I always associated “wisdom” in the form of a wake-up call from older generations with broad experience, as well as successful professionals and experts in a variety of fields and endeavors.
That is, until my millennial son blew my world wide open with one question.
We were getting dressed for a Mexican dinner out. He was on time, as usual, and I was running a bit late, with hair and makeup woes. He looked at his watch, shook his head and said, “Hey, Mom, when are you going to stop trying to look like you did when I was a little kid?”
I held my hairbrush in midair, stunned.
He was right, of course — “out of the mouths of babes,” whether they’re very young or further on. Kids can hit you with their best shot and tell you the raw truth when you least expect it.
Later than evening, I went for a long walk alone to ponder. Here I was, a single mom from the 40-and-beyond group. Had I become stuck with an impossible ideal of maintaining an exterior profile of youth long gone? With my trademark long straight hair, frosted blonde streaks, along with daily digs of retro leggings, who was I kidding? Certainly not my son — and now, not myself, either.
Of course, we moms who single-parent our kids as tots all the way along to successful maturity have worked hard to get there, while maintaining a safe, comfortable, and spiritually enriching home for our children. In doing so, there may be lonely times when our modern culture’s pressures become too tempting to resist. “Look young, be young again and life will reward you” — really?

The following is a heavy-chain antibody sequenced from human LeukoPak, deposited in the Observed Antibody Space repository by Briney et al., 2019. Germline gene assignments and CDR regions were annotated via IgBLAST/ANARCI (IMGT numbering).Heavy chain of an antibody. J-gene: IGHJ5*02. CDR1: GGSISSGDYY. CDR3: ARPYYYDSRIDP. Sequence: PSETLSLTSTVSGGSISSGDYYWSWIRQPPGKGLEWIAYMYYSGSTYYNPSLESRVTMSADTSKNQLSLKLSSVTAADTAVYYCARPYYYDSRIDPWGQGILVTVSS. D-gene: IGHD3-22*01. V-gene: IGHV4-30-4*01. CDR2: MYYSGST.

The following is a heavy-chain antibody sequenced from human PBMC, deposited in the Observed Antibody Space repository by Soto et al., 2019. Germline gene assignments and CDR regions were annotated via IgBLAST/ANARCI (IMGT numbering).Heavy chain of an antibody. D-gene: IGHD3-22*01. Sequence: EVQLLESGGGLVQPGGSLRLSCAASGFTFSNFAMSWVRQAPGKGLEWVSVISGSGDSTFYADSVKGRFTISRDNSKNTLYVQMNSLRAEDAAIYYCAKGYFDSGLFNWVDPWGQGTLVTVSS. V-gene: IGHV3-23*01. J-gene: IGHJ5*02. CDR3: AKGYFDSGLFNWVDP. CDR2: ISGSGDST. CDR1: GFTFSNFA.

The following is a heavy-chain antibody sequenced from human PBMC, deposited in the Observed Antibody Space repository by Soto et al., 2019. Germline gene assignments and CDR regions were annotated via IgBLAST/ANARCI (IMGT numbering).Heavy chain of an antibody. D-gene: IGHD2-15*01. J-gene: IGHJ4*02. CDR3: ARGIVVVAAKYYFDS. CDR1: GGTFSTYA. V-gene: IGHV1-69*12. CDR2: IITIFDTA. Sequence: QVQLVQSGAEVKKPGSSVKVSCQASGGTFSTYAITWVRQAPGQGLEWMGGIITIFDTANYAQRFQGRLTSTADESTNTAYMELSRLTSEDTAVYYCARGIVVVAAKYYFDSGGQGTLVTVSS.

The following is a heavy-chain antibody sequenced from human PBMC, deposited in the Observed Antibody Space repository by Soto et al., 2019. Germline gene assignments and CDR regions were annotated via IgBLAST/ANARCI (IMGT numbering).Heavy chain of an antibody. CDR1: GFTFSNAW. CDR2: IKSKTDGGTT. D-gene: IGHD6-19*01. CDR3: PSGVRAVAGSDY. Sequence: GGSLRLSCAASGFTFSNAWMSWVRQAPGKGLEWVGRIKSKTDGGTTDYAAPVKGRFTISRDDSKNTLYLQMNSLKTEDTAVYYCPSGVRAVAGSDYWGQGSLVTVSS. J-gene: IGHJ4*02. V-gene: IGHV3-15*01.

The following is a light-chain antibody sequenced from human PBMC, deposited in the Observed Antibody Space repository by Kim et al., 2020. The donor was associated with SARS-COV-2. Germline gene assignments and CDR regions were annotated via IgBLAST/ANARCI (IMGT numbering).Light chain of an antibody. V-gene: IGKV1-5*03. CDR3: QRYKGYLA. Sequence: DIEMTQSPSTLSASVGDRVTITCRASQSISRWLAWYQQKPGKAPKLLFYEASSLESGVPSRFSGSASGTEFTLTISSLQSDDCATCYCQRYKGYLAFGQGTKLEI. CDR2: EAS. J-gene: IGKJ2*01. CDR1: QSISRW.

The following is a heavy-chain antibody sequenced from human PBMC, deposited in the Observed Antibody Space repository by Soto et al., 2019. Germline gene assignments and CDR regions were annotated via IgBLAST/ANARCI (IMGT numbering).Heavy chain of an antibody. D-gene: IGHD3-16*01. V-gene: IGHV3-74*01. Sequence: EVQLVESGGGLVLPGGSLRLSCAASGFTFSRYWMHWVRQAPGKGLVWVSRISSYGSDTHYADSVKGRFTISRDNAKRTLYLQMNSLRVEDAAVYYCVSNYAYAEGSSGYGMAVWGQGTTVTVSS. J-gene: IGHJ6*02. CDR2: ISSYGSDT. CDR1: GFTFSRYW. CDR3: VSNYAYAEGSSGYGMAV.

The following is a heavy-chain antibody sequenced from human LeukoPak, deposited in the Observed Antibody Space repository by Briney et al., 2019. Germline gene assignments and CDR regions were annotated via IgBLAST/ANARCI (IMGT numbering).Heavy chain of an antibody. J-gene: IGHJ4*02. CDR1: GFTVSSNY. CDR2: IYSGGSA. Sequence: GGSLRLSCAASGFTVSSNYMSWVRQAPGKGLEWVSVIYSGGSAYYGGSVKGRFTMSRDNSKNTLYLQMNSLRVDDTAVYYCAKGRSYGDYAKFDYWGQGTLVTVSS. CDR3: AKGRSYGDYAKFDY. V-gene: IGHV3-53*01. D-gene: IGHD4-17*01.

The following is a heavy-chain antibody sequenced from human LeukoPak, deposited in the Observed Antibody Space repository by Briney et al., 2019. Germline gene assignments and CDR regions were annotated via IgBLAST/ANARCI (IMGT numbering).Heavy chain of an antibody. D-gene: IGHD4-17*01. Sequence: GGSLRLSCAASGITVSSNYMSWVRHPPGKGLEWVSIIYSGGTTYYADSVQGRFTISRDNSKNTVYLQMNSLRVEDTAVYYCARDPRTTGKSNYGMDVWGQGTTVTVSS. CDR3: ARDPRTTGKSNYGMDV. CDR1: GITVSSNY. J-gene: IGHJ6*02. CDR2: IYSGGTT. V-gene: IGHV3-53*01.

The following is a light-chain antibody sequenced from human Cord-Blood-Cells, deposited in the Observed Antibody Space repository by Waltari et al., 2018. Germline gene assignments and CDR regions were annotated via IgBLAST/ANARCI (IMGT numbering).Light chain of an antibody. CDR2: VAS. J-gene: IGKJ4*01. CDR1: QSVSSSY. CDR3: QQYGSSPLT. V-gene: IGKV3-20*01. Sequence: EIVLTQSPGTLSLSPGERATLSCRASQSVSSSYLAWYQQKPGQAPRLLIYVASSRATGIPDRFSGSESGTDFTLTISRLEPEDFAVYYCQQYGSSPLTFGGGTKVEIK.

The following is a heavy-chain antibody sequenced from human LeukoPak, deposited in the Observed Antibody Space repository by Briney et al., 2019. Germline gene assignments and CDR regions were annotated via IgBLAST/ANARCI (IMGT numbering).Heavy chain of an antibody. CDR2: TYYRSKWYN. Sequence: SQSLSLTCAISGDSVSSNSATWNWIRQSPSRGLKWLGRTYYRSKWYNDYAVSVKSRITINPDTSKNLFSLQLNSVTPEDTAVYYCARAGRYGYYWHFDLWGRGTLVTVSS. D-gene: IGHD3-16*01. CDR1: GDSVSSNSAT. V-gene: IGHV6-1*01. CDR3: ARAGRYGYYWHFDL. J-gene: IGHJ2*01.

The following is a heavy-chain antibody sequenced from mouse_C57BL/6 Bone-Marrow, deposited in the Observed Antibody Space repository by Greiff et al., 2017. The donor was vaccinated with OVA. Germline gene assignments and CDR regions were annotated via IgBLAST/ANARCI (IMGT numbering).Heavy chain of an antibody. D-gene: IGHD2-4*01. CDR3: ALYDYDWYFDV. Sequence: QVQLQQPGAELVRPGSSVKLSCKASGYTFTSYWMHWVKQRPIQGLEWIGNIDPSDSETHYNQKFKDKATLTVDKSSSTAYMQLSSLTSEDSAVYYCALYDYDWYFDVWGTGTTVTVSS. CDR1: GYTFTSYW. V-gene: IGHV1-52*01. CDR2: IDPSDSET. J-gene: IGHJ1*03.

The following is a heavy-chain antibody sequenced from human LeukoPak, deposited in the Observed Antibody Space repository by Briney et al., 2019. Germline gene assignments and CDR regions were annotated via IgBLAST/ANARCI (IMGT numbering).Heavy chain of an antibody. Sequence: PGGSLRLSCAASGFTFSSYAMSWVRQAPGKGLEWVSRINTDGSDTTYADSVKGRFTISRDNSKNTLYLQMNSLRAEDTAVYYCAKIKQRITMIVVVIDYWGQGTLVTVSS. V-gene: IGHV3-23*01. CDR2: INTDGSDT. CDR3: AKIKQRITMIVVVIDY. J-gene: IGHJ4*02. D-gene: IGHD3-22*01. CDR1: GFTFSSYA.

Moreover, as someone who’s not in such professions as entertainment or the media, which often demand a woman’s youthful appearance, I can’t justify plastic surgery, electric face-firming gadgets, lotions and potions, or rigorous work-out programs — all for the goal of not just looking young but staying young.
Still, I can’t judge any gal, no matter her lifestyle or work style, who chooses any of these options to look her best. It’s just that for who I am, my son was right. I couldn’t pull it off any longer. Like many of my female friends in our sewing circle, we’ve had a good laugh, proud of the fact that, in a myriad of ways, we’ve earned these lines! (go to page 2 to continue reading) [lz_pagination]